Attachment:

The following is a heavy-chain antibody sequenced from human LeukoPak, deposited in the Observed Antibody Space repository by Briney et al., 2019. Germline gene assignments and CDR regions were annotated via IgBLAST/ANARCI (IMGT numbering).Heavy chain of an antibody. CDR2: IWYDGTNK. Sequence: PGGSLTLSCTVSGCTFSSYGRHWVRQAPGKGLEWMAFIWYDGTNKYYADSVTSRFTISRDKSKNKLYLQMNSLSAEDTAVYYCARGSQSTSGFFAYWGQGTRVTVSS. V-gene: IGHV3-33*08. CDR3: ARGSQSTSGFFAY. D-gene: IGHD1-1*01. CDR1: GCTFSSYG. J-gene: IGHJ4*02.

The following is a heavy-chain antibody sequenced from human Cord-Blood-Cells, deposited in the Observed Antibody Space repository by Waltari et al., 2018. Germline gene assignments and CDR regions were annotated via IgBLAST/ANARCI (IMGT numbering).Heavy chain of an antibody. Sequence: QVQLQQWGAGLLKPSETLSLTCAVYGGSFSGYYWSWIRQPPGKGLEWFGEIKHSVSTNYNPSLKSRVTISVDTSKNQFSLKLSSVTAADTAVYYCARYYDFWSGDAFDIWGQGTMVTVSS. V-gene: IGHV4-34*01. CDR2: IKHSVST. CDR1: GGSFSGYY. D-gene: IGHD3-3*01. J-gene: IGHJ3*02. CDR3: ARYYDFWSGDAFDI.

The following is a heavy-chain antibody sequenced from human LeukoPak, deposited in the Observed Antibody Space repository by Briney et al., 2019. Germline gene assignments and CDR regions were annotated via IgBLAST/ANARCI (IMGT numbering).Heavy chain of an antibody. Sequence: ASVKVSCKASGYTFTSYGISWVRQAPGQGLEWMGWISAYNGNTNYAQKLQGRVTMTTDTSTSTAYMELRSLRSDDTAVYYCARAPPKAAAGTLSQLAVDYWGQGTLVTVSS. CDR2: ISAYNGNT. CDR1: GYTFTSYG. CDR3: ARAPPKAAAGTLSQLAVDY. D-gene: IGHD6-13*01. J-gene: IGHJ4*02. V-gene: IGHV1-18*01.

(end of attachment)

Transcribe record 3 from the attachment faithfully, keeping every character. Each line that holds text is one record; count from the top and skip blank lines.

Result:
The following is a heavy-chain antibody sequenced from human LeukoPak, deposited in the Observed Antibody Space repository by Briney et al., 2019. Germline gene assignments and CDR regions were annotated via IgBLAST/ANARCI (IMGT numbering).Heavy chain of an antibody. Sequence: ASVKVSCKASGYTFTSYGISWVRQAPGQGLEWMGWISAYNGNTNYAQKLQGRVTMTTDTSTSTAYMELRSLRSDDTAVYYCARAPPKAAAGTLSQLAVDYWGQGTLVTVSS. CDR2: ISAYNGNT. CDR1: GYTFTSYG. CDR3: ARAPPKAAAGTLSQLAVDY. D-gene: IGHD6-13*01. J-gene: IGHJ4*02. V-gene: IGHV1-18*01.